Wrist Game Or Crying Shame: Seiko 6159-7001 Professional Diver
Hey there, it’s time for Wrist Game or Crying Shame where we offer up a watch for your bidding. Of course, it’s all for fun, so don’t forget to have some! This week, we’ll look at a freshly serviced Seiko 6159-7001 Professional Diver. But first…
Last week, I showed you the Omega Speedmaster Teutonic. This early ’80s oddity is one Speedy that rarely makes it to Tuesday for most collectors, but you’ve apparently offered it a new lease on life. I say that because the “Jas” beat out the “Neins” in a 56% Wrist Game “gewinnen”. Thanks God, as the saying goes here in the Fatherland! Let’s see if we can keep the winning streak alive as we move on from Switzerland to the Land of the Rising Sun. Yes, we’re heading to Japan to take a look at one of my favorite watches in the Seiko 6159-7001 Professional Diver.
The Seiko 6159-7001 Professional Diver
These days, it seems that Seiko can’t resist a syrupy thick dose of marketing to go along with its new releases. Whether it’s Seiko, Grand Seiko, or even Seiko 5, the massive company lays it on with a fervor like few others. If you’re looking for a watch inspired by the moonlight, sunlight, forests, underwater forests, moonlight fighting with the sunlight while battling an underwater forest — well, Seiko probably offers the limited edition timepiece for you. Stepping away from all of that, they make some seriously lovely watches. But don’t you pine for the good old days when Seiko was solely droning on about its history? Today’s Seiko 6159-7001 Professional Diver is the perfect example of that.
A little history, but only a little
If you’re a Seiko fan or a die-hard follower of Fratello, then the Seiko 6159-7001 needs little introduction. We discussed it in a 2-part vintage diver shootout I wrote a couple of years back, a written Seiko Diver history, and (shameless plug) in our recent YouTube history video. On the latter, this is the one where you’d come away thinking “that Jason Statham sure looks a lot like Mike.” Exactly… To make a long story short, the first-ever Seiko Professional diver debuted back in 1968 as the 6159-7000. It took a lot of the look from the “one and done” 1967 6215-7000. And while the two shared the same basic monobloc case design, 300-meter rating, and looks, the 6159 was a very different beast.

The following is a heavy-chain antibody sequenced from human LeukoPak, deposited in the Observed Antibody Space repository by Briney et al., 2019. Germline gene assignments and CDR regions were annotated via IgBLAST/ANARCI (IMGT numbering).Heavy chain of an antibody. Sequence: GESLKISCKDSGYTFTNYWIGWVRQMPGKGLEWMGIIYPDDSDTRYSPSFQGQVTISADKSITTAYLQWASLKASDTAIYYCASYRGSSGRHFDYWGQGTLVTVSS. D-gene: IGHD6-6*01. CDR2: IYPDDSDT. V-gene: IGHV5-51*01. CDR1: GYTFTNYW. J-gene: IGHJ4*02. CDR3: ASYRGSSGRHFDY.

I’d guess that the 1967 6215-7000 came out only for a year because Seiko hadn’t yet perfected its 36,000vph movement. But by 1968 it was ready for prime time and the 6159 brought this rapid-fire movement with hand winding, a quickset date change, and hacking. It also gained better sealing around the crystal, new lume, and a different bezel. And so the legend was born that would last, um, for two years. In 1969, a slightly revised Seiko 6159-7001 Professional was released. The changes are subtle, but there are, once again, different seals. The crystals are different and one can notice a ring on the case back versus the 1968’s flat profile. These are little things, but vintage watch collectors are sticklers for this type of stuff.
Seiko lore tells us that a deepwater worker complained about crystals popping off of his Seiko 6159-7001 Professional models. Seiko was apparently so touched by this that they stopped producing the 6159 after two short years. The rest, as they say, is history because it took them six long years to come back out with a Professional in the decidedly different form of the Grandfather Tuna. We’re definitely heavy on the clichés today (hey, we’re talking Seiko!) because the current love for the original 6159 shows that time has a way of healing wounds. But forgetting the original’s faults, there’s plenty of good reason for this admiration.